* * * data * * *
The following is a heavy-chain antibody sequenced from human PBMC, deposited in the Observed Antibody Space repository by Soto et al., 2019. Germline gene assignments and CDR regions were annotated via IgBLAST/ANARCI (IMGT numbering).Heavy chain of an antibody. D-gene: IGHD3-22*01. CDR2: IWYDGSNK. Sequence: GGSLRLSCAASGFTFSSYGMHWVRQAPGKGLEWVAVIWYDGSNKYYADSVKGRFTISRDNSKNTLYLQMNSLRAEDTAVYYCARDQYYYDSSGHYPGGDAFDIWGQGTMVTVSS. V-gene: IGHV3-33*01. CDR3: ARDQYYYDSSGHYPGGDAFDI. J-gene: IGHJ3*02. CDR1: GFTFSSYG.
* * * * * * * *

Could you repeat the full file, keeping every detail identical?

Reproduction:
The following is a heavy-chain antibody sequenced from human PBMC, deposited in the Observed Antibody Space repository by Soto et al., 2019. Germline gene assignments and CDR regions were annotated via IgBLAST/ANARCI (IMGT numbering).Heavy chain of an antibody. D-gene: IGHD3-22*01. CDR2: IWYDGSNK. Sequence: GGSLRLSCAASGFTFSSYGMHWVRQAPGKGLEWVAVIWYDGSNKYYADSVKGRFTISRDNSKNTLYLQMNSLRAEDTAVYYCARDQYYYDSSGHYPGGDAFDIWGQGTMVTVSS. V-gene: IGHV3-33*01. CDR3: ARDQYYYDSSGHYPGGDAFDI. J-gene: IGHJ3*02. CDR1: GFTFSSYG.